Isidori phisiologia: Isidore of Seville’s Etymologiae
When the Library was catalogued by Thomas Gray in c. 1670, the Aberdeen Bestiary was called Isidori phisiologia, which suggests that many descriptions of animals were borrowed from Isidore of Seville rather than the compiler of the Physiologus. Isidore of Seville is the author of several books, the most famous of which is the Etymologiae, ljs184,[iii] “an encyclopedia of all knowledge.” (See Aberdeen, History)
- 1 Creation
- 2 Beasts (Bestiae)
- 3 Livestocks (Pecora)
- 4 Small animals (Minuta animala)
- 5 Birds (Aves)
- 6 Snakes and Reptiles (Serpentes)
- 7 Worms (Vermes)
- 8 Fish (Pisces)
- 9 Trees and Plants (Arbories)
- 10 Nature of Man (Natura hominis)
- 11 Stones (Lapides)
The Artist or Artists and the Patron
The Artist or artists: The Ashmole or Ashmolean Bestiary
We do not know who illuminated the Aberdeen Bestiary, but experts believe that the miniatures of the Aberdeen Bestiary were painted by the same artist, or artists, as the miniatures that adorn the Ashmole Bestiary. The Ashmole Bestiary[iii] (Bodleian Library [Oxford University] MS. Ashmole 1511) is a late 12th or early 13th century English illuminated manuscript Bestiary containing a creation story and detailed allegorical descriptions of over 100 animals. The anonymous artist probably lived near his patron, in Lincolnshire or Yorkshire.
As for the Patron of MS 24, the Aberdeen Bestiary, he is believed to have been an ecclesiastic on the basis of F32r (turtle doves), F34r (cedars of Lebanon). It seems our patron was Geoffrey Plantagenet, the illegitimate son of King Henry II and therefore half-brother to Kings Richard and John. Geoffrey Plantagenet was Bishop-elect of Lincoln (1173-82) and later Archbishop of York (1189-1212). Moreover, he owned the St Louis Psalter (Leiden U.L. MS 76A, which means he was wealthy. Luxurious illuminated manuscripts were usually commissioned by members of royal families.
When I discovered the Aberdeen Bestiary site, I felt I should perhaps refrain from writing a post on said bestiary. A large number of the Aberdeen Bestiary illuminated folios are now online. They can be investigated at leisure but images posted on the Bestiary cannot be used without violating copyright legislation Fortunately Wikipedia has a site containing a good selection of the Aberdeen Wiki Commons.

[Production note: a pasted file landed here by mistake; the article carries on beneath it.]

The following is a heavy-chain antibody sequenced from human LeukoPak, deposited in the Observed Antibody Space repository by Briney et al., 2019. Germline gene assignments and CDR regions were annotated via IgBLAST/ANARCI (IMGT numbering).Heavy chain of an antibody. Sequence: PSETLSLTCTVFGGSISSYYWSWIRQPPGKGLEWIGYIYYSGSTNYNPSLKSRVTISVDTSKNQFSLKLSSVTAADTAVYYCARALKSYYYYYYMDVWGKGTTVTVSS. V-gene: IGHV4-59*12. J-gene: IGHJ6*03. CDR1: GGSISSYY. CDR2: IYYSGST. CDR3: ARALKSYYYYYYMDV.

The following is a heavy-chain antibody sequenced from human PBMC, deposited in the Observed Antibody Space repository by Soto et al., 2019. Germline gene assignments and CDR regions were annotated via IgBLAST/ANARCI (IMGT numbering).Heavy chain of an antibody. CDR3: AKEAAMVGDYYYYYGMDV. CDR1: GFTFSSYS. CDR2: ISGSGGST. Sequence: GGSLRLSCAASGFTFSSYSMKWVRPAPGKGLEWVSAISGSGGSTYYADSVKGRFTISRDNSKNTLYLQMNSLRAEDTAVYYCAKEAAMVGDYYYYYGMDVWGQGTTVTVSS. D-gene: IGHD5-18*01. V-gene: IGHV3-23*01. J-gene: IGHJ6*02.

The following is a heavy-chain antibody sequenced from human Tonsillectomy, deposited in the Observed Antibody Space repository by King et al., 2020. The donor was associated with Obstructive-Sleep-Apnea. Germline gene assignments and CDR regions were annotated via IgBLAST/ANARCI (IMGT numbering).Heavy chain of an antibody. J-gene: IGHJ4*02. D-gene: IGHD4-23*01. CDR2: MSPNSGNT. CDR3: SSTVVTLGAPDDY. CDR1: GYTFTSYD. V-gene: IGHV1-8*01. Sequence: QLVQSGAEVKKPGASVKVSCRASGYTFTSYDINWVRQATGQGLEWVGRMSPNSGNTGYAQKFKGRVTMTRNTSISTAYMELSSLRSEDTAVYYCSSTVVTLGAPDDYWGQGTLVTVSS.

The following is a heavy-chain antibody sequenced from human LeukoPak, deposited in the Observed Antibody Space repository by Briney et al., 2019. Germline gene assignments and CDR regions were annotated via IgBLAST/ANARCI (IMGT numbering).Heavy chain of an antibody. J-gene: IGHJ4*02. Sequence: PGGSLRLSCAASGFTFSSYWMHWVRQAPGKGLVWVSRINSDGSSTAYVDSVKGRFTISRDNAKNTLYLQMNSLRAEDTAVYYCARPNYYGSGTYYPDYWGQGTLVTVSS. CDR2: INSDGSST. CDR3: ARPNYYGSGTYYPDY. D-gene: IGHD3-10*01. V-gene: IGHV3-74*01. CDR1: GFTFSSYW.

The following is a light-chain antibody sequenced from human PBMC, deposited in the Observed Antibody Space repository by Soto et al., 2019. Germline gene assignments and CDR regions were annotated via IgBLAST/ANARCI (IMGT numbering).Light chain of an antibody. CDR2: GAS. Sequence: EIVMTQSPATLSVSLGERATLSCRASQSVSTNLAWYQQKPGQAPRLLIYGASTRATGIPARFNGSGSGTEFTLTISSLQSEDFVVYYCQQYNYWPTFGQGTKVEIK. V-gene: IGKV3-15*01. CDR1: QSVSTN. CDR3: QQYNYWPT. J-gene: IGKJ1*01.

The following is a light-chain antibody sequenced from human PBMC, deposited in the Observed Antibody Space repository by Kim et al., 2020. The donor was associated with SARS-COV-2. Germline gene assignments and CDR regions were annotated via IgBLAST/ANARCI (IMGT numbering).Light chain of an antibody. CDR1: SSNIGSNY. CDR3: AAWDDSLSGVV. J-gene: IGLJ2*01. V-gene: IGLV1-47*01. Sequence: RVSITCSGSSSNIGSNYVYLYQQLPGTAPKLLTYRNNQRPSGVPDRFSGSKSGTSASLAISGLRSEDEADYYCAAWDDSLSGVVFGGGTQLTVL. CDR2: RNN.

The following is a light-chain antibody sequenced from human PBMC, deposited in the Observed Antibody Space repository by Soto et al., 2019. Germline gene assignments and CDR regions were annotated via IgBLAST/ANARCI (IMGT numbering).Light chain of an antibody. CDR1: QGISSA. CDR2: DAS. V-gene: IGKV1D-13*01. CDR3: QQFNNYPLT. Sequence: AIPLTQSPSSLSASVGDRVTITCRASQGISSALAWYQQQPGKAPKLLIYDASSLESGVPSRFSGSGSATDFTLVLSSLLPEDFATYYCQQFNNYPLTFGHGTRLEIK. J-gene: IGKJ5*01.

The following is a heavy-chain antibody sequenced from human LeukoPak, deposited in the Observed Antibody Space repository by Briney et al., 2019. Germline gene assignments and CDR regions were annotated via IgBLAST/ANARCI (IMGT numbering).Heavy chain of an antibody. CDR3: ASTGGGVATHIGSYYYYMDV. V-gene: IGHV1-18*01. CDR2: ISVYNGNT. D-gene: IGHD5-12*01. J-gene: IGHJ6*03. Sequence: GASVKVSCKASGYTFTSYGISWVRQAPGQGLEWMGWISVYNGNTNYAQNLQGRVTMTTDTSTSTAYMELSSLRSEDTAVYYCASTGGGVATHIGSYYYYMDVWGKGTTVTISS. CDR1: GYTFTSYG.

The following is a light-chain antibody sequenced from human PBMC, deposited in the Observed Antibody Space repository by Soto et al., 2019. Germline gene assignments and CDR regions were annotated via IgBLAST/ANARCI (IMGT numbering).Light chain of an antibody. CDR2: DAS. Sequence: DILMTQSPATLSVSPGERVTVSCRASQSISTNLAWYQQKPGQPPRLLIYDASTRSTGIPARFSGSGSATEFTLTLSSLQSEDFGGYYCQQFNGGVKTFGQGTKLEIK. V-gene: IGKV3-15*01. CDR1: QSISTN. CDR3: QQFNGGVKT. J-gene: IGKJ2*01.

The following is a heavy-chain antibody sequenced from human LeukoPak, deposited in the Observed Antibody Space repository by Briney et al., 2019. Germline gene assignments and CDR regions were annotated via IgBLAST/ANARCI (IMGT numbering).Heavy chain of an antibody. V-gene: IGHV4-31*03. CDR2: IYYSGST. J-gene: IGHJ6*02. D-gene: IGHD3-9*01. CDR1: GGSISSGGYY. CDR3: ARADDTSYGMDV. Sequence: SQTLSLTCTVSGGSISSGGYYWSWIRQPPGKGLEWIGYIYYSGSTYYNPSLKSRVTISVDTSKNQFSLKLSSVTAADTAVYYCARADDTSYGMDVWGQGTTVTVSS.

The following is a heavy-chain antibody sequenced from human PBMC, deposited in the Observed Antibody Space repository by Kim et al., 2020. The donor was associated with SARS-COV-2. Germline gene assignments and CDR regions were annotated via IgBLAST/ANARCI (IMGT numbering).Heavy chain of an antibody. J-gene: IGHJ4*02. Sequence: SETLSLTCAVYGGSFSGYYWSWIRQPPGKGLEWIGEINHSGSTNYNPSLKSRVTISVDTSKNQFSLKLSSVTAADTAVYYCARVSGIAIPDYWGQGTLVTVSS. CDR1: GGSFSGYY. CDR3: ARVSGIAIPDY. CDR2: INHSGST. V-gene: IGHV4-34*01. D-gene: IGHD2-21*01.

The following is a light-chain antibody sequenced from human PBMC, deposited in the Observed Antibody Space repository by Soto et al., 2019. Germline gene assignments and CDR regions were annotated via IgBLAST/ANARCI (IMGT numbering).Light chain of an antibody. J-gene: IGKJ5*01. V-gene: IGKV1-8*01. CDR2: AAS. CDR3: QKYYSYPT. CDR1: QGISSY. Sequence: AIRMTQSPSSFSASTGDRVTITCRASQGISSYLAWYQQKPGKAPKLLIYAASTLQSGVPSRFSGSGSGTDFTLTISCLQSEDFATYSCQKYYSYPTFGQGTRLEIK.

There was an exceptional interest for animal fables and beast epics beginning with the publication of Nivardus of Ghent’s 1148 or 1149. Ysengrimus. The Ysengrimus (6,574 lines of elegiac couplet) is Reynard the Fox ’s birthplace. However, although the animals inhabiting medieval Beast Epics and Fables are anthropomorphic, i.e. humans in disguise, the wolf looks like a wolf and the fox, like a fox.
However, in illuminated Bestiaries not only are animals fanciful, but they are often grotesquely obscene. In fact, when I was a student, the various Reynard the Fox beast epics were not even mentioned in the curriculum. Nor were Bestiaries. If one visits Beverley Minster, in Beverley (Yorkshire), one wonders whether parents should allow their children to see the cathedral’s misericords. I was copiously entertained, but I was also busy looking up members of my husband’s ancestors several of whom have found their final resting place in Berverley Minster.
Bestiaries were commissioned by the wealthy for the wealthy and were not intended for children. Children were probably told Æsop’s fables as these passed down from generation to generation in an oral rather than learned (written) tradition. In fact, bestiaries circulated in courtly milieux next to the Roman de la Rose c. 1230), part of which was translated by Chaucer.
Let us pause here. My cataract operation was successful but blogging is a little dangerous.
Love to all!
I cannot copy images from the Aberdeen Library site as I would be in violation of copyright laws. But you may see the illuminated manuscripts by clicking on Beasts. However, images are available at Commons, Wikipedia.
- The Unicorn (F15r)
- Christ in Majesty (F004v)
- The Dragon and the Elephant (Folio065v)
- Adam names the Animals (Folio005r)
CLOSELY RELATED ARTICLESWordPress ______________________________ [i] Aberdeen Bestiary, Aberdeen [ii] ”Thomas Reid”. Encyclopædia Britannica. Encyclopædia Britannica Online.
Encyclopædia Britannica Inc., 2013. Web. 26 Feb. 2013
>. [iii] Etymologiae (ljs184): 184 folios; height: 35.6 cm; width: 24.2 cm, located at the Annenberg Rare Book &
Manuscript Library (University of Pennsylvania), Philadelphia, PA, United States [iv] Ashmole Bestiary, Wikipedia
- Allegorical Illuminated Manuscripts: Medieval Bestiaries (michelinewalker.com)
- Medieval Bestiaries: the Background (michelinewalker.com)
- The Dragon East & West (michelinewalker.com)
- The Phœnix: on the Importance of Symbols & Myths (michelinewalker.com)